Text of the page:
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Purina Slapped with Lawsuit for Dog Poisoning Death

by Melanie

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2.25.14 - Purina Slapped with Lawsuit1


Back in 2013, we brought you an article inquiring about the possibility of Purina’s Beneful dog food causing pet illness and death, based on thousands of online complaints.  They threatened us with legal action, even though we never officially said their products were bad, so we pulled the story.  But now they are being taken to court by a man who says Beneful made two of his dogs sick and killed a third.

Frank Lucido had three dogs of different ages and breeds.  While his home was being renovated, the dogs were living in three separate environments, and were started on Beneful diets in late December.

In early January, his four-year-old German shepherd began losing her fur and started to smell weird.  She became very ill, and a veterinary exam determined that she was suffering from internal hemorrhaging and a malfunctioning liver that were “consistent with poisoning.”

Five days later, his eight-year-old English bulldog was discovered dead in the yard, having suffered from the same internal bleeding and liver failure.

Lucido’s 11-year-old Lab also became ill and is undergoing testing.  The Lab and the German shepherd are currently in the care of a veterinarian.

“All three of them weren’t exposed to a singular condition,” Jeffrey B. Cereghino, Lucido’s attorney, told NBC News.  “The one constant they had was they were all eating the same dog food.”

Over 3,000 complaints have poured in about Purina’s products.  Though most of them seem to be about Beneful, many people have said their chicken jerky products have also been linked to death and illness.

“When there’s been a crescendo of complaints you have to pay attention,” Cereghino said.

Mycotoxins are produced by mold found in grains, which makes up a large part of Beneful.  Many of the consumer complaints list symptoms consistent with mycotoxin poisoning.  Cereghino says his team will be collecting data and have tests performed on Purina products.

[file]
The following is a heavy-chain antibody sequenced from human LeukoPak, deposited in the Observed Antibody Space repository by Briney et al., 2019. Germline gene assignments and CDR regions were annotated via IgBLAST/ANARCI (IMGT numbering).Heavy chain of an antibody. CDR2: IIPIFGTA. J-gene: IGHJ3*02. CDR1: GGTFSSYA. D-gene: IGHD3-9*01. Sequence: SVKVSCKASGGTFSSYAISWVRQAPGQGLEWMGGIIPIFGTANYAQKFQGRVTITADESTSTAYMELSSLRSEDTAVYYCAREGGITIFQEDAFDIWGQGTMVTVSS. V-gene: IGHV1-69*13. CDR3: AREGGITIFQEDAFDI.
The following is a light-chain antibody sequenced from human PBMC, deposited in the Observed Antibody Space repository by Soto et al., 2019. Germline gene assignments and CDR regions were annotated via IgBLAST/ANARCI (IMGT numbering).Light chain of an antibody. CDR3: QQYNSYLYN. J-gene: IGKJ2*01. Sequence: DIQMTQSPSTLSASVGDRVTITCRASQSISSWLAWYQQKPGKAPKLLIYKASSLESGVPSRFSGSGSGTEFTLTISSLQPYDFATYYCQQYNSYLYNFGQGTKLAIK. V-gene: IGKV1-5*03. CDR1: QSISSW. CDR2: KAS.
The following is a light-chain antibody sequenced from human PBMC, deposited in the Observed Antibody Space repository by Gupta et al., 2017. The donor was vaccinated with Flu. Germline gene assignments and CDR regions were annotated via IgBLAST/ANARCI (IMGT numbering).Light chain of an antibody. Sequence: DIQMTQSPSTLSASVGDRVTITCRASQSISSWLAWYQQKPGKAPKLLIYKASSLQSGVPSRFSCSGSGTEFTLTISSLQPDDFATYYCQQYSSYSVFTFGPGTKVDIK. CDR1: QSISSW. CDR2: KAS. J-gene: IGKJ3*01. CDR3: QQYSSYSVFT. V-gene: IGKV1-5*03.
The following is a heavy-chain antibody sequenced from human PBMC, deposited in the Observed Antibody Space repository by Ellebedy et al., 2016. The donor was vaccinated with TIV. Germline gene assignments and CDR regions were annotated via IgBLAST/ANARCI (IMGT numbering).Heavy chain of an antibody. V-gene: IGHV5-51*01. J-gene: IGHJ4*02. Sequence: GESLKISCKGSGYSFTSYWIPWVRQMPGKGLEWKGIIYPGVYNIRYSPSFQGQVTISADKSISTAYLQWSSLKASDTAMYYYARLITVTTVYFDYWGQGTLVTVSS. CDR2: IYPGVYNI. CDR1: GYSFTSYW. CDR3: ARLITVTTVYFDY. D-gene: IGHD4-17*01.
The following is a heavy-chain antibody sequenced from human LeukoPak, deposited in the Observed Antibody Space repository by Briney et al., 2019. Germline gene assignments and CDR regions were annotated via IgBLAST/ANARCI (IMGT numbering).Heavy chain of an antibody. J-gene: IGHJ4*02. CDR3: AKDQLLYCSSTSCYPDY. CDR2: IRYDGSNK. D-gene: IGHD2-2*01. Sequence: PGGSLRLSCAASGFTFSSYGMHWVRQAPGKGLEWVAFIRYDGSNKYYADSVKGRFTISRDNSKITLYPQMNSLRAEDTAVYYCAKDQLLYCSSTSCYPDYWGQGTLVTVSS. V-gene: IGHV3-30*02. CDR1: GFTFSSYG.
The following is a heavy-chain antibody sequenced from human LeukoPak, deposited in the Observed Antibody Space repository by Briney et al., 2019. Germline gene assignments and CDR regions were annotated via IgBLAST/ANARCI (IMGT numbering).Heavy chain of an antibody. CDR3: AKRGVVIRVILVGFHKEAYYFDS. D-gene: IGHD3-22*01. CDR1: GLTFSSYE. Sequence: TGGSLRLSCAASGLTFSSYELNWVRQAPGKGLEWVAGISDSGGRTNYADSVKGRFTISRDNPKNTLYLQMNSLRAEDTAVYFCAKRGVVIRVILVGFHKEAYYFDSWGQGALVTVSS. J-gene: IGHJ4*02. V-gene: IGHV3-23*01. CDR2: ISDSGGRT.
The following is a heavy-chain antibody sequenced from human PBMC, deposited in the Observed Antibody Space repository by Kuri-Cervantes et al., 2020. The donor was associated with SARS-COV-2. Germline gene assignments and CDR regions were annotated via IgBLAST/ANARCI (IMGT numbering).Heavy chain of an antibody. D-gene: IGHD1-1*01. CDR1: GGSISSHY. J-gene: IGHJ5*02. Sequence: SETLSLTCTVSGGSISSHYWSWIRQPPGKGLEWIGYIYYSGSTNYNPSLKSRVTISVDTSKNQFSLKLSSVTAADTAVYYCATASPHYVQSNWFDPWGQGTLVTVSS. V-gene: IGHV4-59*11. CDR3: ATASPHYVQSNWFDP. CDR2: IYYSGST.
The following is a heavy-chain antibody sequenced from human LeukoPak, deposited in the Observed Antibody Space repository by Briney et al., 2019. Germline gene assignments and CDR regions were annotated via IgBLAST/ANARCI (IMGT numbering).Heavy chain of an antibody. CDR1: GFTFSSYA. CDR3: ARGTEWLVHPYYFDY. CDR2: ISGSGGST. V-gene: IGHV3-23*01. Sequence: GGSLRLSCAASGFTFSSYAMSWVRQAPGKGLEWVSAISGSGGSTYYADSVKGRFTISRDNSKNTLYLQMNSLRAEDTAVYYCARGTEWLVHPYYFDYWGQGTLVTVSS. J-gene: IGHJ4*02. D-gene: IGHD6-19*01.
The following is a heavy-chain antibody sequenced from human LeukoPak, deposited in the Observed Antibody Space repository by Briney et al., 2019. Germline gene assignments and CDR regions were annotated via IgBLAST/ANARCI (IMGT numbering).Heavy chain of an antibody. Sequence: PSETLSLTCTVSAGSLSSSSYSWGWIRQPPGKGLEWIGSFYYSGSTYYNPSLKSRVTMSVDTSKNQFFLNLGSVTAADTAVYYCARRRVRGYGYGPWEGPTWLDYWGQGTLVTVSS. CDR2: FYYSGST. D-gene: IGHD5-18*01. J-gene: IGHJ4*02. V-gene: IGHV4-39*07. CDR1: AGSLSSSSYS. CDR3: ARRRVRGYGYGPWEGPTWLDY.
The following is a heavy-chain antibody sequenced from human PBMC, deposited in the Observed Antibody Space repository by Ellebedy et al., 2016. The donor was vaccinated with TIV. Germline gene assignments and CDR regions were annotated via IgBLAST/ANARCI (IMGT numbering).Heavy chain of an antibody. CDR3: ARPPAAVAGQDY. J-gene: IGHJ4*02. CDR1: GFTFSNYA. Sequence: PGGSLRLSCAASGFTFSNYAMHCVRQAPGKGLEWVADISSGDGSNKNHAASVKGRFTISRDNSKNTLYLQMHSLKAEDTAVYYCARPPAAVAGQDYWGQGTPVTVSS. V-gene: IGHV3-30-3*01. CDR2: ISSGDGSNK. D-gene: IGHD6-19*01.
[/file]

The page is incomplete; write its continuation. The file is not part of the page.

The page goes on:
“Cases like these are important because we do invest so much love and time in our pets and they are such a part of our family.”

Licodo’s lawsuit alleges that propylene glycol, a toxin and component of antifreeze, is used in Beneful.  (Fireball Cinnamon Whisky was recalled in Europe last year for containing too much propylene glycol.)  Purina claims that the kind used in their products is “an FDA-approved food additive that is also in human foods like salad dressing and cake mix.”

Predictably, Purina representatives call the lawsuit “baseless,” and snivel that the company is “the subject of social media-driven misinformation.”  But why would thousands of consumers say that their pets were sickened and killed by this specific brand if there was no basis in fact?

In another lawsuit that was settled just last May, Purina and Waggin’ Train LLC created a $6.5 million fund to compensate pet owners whose pets were sickened after eating Chinese-manufactured chicken jerky treats, which were recalled in 2013.  Yet company reps still offer canned responses maintaining Purina’s high standards and quality products.

The company’s tagline reads:  “Help keep your dog happy and healthy with a perfect balance of real, wholesome ingredients, quality nutrition and great taste found in Beneful® brand dry dog food.”

This has dog-lovers scratching their heads as they ponder how propylene glycol could possibly be considered healthy or wholesome?

According to one online complainant, Kat Deuster, “My friend just lost her service Lab from Beneful treats.  She died a painful death from LEAD POISONING!  The vet tested everything in the house and yard.  He found the treats to be contaminated.  Beneful ignored her calls and Walmart removed her from the store for trying to talk to people buying Beneful!  She lost her service dog.  Her SERVICE dog!”

The company has received an abundance of complaints, but continues to callously brush them aside.  Employees claim their products are nutritious and that the FDA has not found any problems.  But their citation for that claim leads directly to Purina’s website, not an unbiased third-party site that does independent testing and has no affiliation with the company.  Online commenters are advised to call the company’s customer service line, but callers have reported speaking to flustered reps that do not answer their questions with any more detail than what is provided online.

Here is one conversation between a dog owner and a Beneful representative: